Now that you have created a precedent, does that mean that all foreign movie stars will be exempted when they fly to Hong Kong to film movies? If not, can you explain why Nicole [Kidman ] was superior to everyone else? Even though I like her a lot. — Michael Tien, a pro-establishment lawmaker
Now that you have created a precedent, does that mean that all foreign movie stars will be exempted when they fly to Hong Kong to film movies? If not, can you explain why Nicole [Kidman ] was superior to everyone else? Even though I like her a lot. — Michael Tien, a pro-establishment lawmaker
Nicole Kidman Skipped Quarantine in Hong Kong. Residents Were Angry.
When Nicole Kidman flew into Hong Kong to film a television series about wealthy expatriates, residents could not help noticing some of the perks at hand: a private jet, a personal driver and, most important, a pass out of mandatory quarantine.

Some of them saw a case of life imitating art, or the power of celebrity, or at least a public relations misstep amid a pandemic.

But either way, many people in the Chinese territory regarded the Australian actress’s end-run around coronavirus rules — some of the strictest in the world — as a symbol of the unfairness that pervades a city known for its soaring inequalities. On Friday, the rare exemption was a point of debate on the floor of the city’s legislature.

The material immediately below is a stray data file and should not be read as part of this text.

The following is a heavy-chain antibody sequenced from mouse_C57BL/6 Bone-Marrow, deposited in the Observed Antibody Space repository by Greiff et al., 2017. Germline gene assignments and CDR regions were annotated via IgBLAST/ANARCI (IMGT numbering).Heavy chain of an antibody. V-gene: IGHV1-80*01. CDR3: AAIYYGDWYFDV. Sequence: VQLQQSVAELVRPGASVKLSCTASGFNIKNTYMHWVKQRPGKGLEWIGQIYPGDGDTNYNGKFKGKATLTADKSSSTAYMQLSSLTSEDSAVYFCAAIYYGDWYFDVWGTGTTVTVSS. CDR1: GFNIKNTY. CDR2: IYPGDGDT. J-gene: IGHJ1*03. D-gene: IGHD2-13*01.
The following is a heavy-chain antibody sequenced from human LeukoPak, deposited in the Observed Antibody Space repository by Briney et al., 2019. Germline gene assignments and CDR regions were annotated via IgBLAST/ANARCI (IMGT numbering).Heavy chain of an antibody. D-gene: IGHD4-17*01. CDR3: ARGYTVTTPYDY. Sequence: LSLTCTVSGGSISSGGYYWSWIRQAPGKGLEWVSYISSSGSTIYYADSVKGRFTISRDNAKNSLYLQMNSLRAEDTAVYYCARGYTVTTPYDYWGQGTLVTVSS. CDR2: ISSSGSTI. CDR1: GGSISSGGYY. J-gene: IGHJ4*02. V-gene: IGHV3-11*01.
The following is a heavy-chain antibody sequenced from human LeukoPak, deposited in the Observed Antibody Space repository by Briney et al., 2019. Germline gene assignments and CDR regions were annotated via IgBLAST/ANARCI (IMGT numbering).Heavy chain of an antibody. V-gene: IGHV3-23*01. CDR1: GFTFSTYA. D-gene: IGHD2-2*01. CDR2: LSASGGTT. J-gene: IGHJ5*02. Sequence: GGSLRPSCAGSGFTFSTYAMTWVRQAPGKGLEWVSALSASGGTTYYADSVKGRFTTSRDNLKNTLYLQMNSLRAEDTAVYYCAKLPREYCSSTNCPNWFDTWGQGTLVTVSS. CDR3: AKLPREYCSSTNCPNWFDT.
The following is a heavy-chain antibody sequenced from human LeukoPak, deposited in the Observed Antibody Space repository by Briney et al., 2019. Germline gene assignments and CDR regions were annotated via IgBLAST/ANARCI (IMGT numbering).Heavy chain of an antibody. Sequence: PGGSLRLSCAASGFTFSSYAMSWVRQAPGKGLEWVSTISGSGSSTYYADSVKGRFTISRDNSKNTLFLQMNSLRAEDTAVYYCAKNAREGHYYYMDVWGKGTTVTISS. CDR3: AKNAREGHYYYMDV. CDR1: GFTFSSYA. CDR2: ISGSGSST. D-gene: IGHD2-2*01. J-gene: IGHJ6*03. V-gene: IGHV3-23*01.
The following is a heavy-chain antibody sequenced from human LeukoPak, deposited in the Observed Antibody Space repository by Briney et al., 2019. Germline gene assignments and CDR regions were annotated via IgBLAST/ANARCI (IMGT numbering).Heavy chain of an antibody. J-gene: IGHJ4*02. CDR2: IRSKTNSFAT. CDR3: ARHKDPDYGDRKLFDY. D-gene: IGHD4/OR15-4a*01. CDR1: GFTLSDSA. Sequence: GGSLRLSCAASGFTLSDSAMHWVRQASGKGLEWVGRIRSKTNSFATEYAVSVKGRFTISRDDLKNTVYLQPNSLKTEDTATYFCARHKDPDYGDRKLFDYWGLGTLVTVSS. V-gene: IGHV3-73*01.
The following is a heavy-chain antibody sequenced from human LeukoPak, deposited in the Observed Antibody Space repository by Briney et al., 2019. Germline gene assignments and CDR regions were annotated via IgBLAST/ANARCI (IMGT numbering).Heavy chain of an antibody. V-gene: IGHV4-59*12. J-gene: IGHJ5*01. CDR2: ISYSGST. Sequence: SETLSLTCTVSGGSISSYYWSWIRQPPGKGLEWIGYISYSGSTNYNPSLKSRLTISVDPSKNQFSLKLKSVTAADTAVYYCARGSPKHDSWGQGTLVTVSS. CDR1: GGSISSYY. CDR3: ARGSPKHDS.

“Now that you have created a precedent, does that mean that all foreign movie stars will be exempted when they fly to Hong Kong to film movies?” Michael Tien, a pro-establishment lawmaker, asked Sophia Chan, the health secretary. “If not, can you explain why Nicole was superior to everyone else? Even though I like her a lot.”


Ms. Kidman went shopping in central Hong Kong two days after she flew in from Sydney, Australia, on a private jet, The South China Morning Post reported. The government later confirmed that she and four crew members had been allowed to bypass a rule that required vaccinated travelers from Australia to quarantine in a hotel for a week. (The time was increased to two weeks on Friday.)

A Hong Kong regulation allows a top city official to grant quarantine exemptions to people whose work is deemed “in the interest” of the city’s economic development. The Commerce and Economic Development Bureau said on Thursday that Ms. Kidman’s exemption allows her to carry out “designated professional work” that is seen as necessary to the local economy.

But in a city where the borders have been closed to nonresidents for much of the pandemic — and where some inbound travelers are still required to quarantine in hotels for three weeks — Ms. Kidman’s exemption has not gone over well.

... Many residents have long complained about Hong Kong’s inequalities, and territory leaders have faced other public backlashes for setting different Covid rules for the rich and the poor.
Read the full article: https://www.nytimes.com/2021/08/20/world/asia/nicole-kidman-hong-kong.html